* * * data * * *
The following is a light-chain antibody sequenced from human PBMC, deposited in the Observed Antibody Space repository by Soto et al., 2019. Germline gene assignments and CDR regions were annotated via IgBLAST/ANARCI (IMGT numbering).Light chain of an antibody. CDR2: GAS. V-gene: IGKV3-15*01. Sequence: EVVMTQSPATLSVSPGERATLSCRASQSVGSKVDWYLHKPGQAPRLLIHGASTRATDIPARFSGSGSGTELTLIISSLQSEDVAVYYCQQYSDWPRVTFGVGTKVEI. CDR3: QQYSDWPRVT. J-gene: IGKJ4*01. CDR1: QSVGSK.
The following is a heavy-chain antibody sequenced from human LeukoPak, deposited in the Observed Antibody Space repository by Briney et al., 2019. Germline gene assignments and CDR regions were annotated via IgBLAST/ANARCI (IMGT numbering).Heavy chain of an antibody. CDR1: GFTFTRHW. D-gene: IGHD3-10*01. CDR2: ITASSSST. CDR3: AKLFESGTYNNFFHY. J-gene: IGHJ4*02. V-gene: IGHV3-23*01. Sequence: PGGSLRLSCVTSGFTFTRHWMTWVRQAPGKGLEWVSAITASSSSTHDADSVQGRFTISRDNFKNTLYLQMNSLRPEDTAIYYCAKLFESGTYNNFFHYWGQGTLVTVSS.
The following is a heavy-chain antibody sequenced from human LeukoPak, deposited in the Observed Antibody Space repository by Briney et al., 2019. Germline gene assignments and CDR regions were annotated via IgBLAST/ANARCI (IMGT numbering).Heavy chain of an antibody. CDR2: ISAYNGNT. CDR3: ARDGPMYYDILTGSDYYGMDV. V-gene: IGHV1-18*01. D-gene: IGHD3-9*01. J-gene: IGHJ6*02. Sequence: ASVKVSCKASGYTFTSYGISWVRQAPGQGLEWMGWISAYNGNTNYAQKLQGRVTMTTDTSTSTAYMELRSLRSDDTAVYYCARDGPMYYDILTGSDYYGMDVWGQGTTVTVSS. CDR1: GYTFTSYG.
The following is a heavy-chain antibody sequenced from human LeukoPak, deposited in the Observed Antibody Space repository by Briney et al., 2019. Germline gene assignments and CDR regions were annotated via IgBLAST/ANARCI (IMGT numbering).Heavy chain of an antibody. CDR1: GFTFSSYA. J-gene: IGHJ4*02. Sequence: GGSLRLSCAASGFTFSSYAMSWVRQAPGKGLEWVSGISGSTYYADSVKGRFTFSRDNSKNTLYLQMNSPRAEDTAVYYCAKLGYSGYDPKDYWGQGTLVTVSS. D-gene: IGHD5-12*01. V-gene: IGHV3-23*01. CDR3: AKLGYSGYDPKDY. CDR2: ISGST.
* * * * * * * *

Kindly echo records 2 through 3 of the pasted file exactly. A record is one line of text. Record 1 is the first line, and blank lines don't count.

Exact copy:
The following is a heavy-chain antibody sequenced from human LeukoPak, deposited in the Observed Antibody Space repository by Briney et al., 2019. Germline gene assignments and CDR regions were annotated via IgBLAST/ANARCI (IMGT numbering).Heavy chain of an antibody. CDR1: GFTFTRHW. D-gene: IGHD3-10*01. CDR2: ITASSSST. CDR3: AKLFESGTYNNFFHY. J-gene: IGHJ4*02. V-gene: IGHV3-23*01. Sequence: PGGSLRLSCVTSGFTFTRHWMTWVRQAPGKGLEWVSAITASSSSTHDADSVQGRFTISRDNFKNTLYLQMNSLRPEDTAIYYCAKLFESGTYNNFFHYWGQGTLVTVSS.
The following is a heavy-chain antibody sequenced from human LeukoPak, deposited in the Observed Antibody Space repository by Briney et al., 2019. Germline gene assignments and CDR regions were annotated via IgBLAST/ANARCI (IMGT numbering).Heavy chain of an antibody. CDR2: ISAYNGNT. CDR3: ARDGPMYYDILTGSDYYGMDV. V-gene: IGHV1-18*01. D-gene: IGHD3-9*01. J-gene: IGHJ6*02. Sequence: ASVKVSCKASGYTFTSYGISWVRQAPGQGLEWMGWISAYNGNTNYAQKLQGRVTMTTDTSTSTAYMELRSLRSDDTAVYYCARDGPMYYDILTGSDYYGMDVWGQGTTVTVSS. CDR1: GYTFTSYG.